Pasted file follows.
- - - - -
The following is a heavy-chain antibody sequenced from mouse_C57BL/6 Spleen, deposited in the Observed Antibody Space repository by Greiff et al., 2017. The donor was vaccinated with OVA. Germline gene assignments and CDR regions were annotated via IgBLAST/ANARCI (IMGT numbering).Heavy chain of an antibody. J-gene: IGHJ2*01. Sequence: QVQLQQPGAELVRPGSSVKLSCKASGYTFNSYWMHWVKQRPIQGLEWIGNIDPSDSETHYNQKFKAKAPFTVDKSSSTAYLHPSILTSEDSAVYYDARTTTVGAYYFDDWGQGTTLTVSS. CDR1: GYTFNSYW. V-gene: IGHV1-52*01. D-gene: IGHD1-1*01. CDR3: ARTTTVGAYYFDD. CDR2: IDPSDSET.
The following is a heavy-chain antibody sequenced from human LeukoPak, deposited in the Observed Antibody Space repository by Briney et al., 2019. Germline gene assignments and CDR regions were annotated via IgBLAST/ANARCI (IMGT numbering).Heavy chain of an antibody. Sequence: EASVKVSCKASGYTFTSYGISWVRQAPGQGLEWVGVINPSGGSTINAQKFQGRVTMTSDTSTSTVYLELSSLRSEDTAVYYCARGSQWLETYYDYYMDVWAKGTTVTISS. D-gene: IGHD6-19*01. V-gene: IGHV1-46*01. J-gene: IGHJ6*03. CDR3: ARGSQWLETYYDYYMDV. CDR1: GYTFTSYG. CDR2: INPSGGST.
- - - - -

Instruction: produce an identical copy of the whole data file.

The following is a heavy-chain antibody sequenced from mouse_C57BL/6 Spleen, deposited in the Observed Antibody Space repository by Greiff et al., 2017. The donor was vaccinated with OVA. Germline gene assignments and CDR regions were annotated via IgBLAST/ANARCI (IMGT numbering).Heavy chain of an antibody. J-gene: IGHJ2*01. Sequence: QVQLQQPGAELVRPGSSVKLSCKASGYTFNSYWMHWVKQRPIQGLEWIGNIDPSDSETHYNQKFKAKAPFTVDKSSSTAYLHPSILTSEDSAVYYDARTTTVGAYYFDDWGQGTTLTVSS. CDR1: GYTFNSYW. V-gene: IGHV1-52*01. D-gene: IGHD1-1*01. CDR3: ARTTTVGAYYFDD. CDR2: IDPSDSET.
The following is a heavy-chain antibody sequenced from human LeukoPak, deposited in the Observed Antibody Space repository by Briney et al., 2019. Germline gene assignments and CDR regions were annotated via IgBLAST/ANARCI (IMGT numbering).Heavy chain of an antibody. Sequence: EASVKVSCKASGYTFTSYGISWVRQAPGQGLEWVGVINPSGGSTINAQKFQGRVTMTSDTSTSTVYLELSSLRSEDTAVYYCARGSQWLETYYDYYMDVWAKGTTVTISS. D-gene: IGHD6-19*01. V-gene: IGHV1-46*01. J-gene: IGHJ6*03. CDR3: ARGSQWLETYYDYYMDV. CDR1: GYTFTSYG. CDR2: INPSGGST.